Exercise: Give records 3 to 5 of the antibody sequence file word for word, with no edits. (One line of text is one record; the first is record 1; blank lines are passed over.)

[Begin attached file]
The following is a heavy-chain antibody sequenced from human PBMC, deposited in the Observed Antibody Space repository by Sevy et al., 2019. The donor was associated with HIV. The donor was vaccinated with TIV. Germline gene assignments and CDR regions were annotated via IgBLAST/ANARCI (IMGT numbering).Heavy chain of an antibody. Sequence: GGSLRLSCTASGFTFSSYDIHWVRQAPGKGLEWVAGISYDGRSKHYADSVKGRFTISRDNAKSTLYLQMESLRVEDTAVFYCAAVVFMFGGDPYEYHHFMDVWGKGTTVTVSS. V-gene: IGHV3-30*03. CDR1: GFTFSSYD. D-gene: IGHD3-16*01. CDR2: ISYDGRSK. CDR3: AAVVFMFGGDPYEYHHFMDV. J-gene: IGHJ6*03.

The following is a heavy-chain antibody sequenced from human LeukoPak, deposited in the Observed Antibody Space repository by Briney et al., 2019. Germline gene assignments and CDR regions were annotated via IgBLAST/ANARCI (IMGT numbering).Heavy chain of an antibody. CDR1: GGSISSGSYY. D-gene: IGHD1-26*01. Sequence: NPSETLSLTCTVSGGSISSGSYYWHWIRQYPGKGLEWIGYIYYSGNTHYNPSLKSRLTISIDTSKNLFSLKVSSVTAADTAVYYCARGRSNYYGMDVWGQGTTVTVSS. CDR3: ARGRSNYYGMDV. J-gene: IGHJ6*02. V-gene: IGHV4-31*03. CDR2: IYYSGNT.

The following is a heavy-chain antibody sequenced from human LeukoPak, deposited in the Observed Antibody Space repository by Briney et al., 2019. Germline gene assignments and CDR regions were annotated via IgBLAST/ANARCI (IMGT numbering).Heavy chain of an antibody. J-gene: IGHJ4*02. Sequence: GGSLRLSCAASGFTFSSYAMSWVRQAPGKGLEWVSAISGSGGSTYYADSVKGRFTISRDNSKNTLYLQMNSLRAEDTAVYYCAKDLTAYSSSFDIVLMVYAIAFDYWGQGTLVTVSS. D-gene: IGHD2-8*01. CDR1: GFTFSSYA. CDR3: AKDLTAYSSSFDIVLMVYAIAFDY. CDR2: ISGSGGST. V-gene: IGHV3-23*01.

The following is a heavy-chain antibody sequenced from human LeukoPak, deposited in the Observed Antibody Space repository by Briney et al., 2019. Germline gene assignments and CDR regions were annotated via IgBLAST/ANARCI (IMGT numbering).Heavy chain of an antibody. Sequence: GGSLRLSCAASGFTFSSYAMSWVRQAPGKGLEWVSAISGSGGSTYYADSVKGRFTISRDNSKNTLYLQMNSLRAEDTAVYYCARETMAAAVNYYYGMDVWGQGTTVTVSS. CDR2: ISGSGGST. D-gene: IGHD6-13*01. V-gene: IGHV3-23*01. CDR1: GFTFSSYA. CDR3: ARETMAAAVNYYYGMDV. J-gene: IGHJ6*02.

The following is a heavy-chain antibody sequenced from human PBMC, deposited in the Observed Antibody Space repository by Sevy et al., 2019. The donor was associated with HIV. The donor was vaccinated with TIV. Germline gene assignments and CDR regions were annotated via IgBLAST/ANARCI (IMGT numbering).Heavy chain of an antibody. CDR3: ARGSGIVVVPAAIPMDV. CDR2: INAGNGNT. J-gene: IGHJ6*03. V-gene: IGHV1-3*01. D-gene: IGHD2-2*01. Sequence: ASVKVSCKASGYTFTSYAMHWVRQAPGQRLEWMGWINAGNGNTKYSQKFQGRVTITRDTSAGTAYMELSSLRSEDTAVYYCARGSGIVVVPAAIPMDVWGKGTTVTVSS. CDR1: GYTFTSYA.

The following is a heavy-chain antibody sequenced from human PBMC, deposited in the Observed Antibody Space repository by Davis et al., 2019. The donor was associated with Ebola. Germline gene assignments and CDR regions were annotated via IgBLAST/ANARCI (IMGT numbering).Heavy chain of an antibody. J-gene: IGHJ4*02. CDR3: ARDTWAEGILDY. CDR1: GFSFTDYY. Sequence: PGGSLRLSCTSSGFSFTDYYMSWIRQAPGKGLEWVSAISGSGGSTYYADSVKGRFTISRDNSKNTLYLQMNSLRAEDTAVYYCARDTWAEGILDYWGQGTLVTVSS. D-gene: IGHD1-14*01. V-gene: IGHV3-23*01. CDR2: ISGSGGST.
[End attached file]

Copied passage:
The following is a heavy-chain antibody sequenced from human LeukoPak, deposited in the Observed Antibody Space repository by Briney et al., 2019. Germline gene assignments and CDR regions were annotated via IgBLAST/ANARCI (IMGT numbering).Heavy chain of an antibody. J-gene: IGHJ4*02. Sequence: GGSLRLSCAASGFTFSSYAMSWVRQAPGKGLEWVSAISGSGGSTYYADSVKGRFTISRDNSKNTLYLQMNSLRAEDTAVYYCAKDLTAYSSSFDIVLMVYAIAFDYWGQGTLVTVSS. D-gene: IGHD2-8*01. CDR1: GFTFSSYA. CDR3: AKDLTAYSSSFDIVLMVYAIAFDY. CDR2: ISGSGGST. V-gene: IGHV3-23*01.

The following is a heavy-chain antibody sequenced from human LeukoPak, deposited in the Observed Antibody Space repository by Briney et al., 2019. Germline gene assignments and CDR regions were annotated via IgBLAST/ANARCI (IMGT numbering).Heavy chain of an antibody. Sequence: GGSLRLSCAASGFTFSSYAMSWVRQAPGKGLEWVSAISGSGGSTYYADSVKGRFTISRDNSKNTLYLQMNSLRAEDTAVYYCARETMAAAVNYYYGMDVWGQGTTVTVSS. CDR2: ISGSGGST. D-gene: IGHD6-13*01. V-gene: IGHV3-23*01. CDR1: GFTFSSYA. CDR3: ARETMAAAVNYYYGMDV. J-gene: IGHJ6*02.

The following is a heavy-chain antibody sequenced from human PBMC, deposited in the Observed Antibody Space repository by Sevy et al., 2019. The donor was associated with HIV. The donor was vaccinated with TIV. Germline gene assignments and CDR regions were annotated via IgBLAST/ANARCI (IMGT numbering).Heavy chain of an antibody. CDR3: ARGSGIVVVPAAIPMDV. CDR2: INAGNGNT. J-gene: IGHJ6*03. V-gene: IGHV1-3*01. D-gene: IGHD2-2*01. Sequence: ASVKVSCKASGYTFTSYAMHWVRQAPGQRLEWMGWINAGNGNTKYSQKFQGRVTITRDTSAGTAYMELSSLRSEDTAVYYCARGSGIVVVPAAIPMDVWGKGTTVTVSS. CDR1: GYTFTSYA.